Increasingly, China is asserting itself economically and militarily to wield greater clout in the international arena. It is also a major trading partner of every country in the Indo-Pacific region. In recent years, China has moved toward greater control over the South China Sea and the Indian Ocean by enhancing its naval capabilities, militarizing islands in the area, and building artificial islands and port facilities throughout the Southeast Asian region. China justifies its actions by erroneously asserting its historical and sovereign right to the area.
The South China Sea has become a zone of competing claims, intensified by the fact that the region is rich in oil and gas resources and that more than $5 trillion worth of international trade is shipped through it annually. Vietnam, Malaysia, Brunei, the Philippines, and Taiwan also make claims to the area.
Recently, the U.S. missile destroyer USS Curtis Wilbur sailed within 13 miles of Triton Island in order to challenge the maritime claims of China, as well as those of Vietnam, Malaysia, Brunei, the Philippines, and Taiwan. China’s military action is a potential obstacle to U.S. economic interests in the region, and the United States does not want to give the impression to its regional allies that its presence in South East Asia is weakening. Depending on how committed it is to its security alliance with the United States, Australia may find itself in a difficult position, should there be an outbreak of conflict between the United States and China in the Indo-Pacific region.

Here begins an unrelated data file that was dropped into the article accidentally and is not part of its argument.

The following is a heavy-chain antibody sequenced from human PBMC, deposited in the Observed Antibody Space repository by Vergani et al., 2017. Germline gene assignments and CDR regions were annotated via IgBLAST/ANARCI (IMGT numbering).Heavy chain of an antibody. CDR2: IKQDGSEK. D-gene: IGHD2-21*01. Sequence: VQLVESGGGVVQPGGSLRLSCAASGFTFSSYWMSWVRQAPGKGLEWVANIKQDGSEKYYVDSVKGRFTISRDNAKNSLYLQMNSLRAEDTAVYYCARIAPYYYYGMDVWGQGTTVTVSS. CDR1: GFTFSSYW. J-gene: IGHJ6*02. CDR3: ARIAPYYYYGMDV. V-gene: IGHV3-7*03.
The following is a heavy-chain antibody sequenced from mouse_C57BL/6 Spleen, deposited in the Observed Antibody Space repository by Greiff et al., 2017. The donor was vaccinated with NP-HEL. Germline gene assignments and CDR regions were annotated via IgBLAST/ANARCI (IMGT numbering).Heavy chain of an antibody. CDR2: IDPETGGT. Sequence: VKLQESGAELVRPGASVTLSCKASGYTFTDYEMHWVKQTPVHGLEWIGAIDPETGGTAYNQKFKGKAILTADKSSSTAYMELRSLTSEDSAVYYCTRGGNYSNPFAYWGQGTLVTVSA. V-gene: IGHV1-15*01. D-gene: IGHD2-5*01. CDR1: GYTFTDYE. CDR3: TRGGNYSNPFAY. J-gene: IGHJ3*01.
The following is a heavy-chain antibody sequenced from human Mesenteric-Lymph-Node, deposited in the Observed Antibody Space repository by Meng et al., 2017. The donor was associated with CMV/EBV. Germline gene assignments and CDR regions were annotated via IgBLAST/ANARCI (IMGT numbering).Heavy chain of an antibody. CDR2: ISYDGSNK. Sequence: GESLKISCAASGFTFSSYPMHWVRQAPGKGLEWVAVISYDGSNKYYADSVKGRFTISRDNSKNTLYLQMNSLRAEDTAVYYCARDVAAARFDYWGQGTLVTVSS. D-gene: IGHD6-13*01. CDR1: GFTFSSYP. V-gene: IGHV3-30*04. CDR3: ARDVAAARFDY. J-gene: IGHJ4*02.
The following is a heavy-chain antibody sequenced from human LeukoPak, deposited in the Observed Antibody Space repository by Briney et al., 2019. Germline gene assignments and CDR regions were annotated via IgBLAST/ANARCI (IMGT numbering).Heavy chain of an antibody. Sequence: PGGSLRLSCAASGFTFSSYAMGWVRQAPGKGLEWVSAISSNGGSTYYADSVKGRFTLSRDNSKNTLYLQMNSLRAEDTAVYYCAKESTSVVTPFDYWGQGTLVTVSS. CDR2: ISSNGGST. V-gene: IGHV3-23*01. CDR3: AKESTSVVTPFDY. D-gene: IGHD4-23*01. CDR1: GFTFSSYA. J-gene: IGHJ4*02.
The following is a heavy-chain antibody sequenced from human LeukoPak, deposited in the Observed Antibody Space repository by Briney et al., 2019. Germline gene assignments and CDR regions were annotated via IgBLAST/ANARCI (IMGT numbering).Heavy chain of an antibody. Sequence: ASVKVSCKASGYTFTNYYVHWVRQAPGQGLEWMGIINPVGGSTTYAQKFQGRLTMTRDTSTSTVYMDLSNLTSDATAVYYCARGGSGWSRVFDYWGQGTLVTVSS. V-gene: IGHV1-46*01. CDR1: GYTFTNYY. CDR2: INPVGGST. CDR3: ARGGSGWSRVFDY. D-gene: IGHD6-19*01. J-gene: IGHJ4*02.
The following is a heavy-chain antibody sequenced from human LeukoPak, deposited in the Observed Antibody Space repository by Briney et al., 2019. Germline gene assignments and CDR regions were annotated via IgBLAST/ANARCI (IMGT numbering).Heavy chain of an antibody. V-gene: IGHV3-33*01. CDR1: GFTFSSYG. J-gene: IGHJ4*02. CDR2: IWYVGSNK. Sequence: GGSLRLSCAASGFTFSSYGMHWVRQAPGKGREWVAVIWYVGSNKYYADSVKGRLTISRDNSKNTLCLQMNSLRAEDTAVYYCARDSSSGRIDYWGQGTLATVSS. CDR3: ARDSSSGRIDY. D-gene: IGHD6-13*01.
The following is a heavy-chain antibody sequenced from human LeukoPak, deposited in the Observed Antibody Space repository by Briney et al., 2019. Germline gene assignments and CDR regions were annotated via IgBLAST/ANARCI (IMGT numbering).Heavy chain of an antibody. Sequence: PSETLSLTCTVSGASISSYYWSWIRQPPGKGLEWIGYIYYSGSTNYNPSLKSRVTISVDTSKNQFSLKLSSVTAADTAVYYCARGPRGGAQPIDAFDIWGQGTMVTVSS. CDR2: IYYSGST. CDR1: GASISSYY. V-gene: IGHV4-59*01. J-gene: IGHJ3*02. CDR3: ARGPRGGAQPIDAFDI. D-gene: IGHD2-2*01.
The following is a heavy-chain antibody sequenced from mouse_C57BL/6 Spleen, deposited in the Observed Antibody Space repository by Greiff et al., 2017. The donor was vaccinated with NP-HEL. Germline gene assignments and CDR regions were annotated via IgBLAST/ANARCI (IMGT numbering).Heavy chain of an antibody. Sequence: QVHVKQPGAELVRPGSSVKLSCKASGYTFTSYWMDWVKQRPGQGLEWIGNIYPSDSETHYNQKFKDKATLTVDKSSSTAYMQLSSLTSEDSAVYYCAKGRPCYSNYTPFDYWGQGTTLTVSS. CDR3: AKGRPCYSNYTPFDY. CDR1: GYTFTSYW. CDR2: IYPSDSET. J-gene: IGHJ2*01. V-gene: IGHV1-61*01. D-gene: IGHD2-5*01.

Indeed, the Indo-Pacific region has become a potential stage for battle between the current world hegemon and China. History shows that hegemons do not give up their dominant positions easily and that rising powers press for greater influence commensurate to their growing capabilities. This pattern is also visible in the U.S.-China contest in Asia – particularly as the United States attempts to counterbalance China’s military aggression by enhancing its own naval presence in the region and strengthening its defense ties with traditional allies like Japan, Australia, and South Korea.
Independent of the U.S.-backed counter-balance strategy, the aforementioned U.S. allies have also forged defense ties amongst themselves in order to unite against China’s regional ambitions. This security framework is manifested in Australia’s historical and deepening ties with Japan, Japan’s deepening defense ties with India, and the beginning of the Australia-India defense relationship.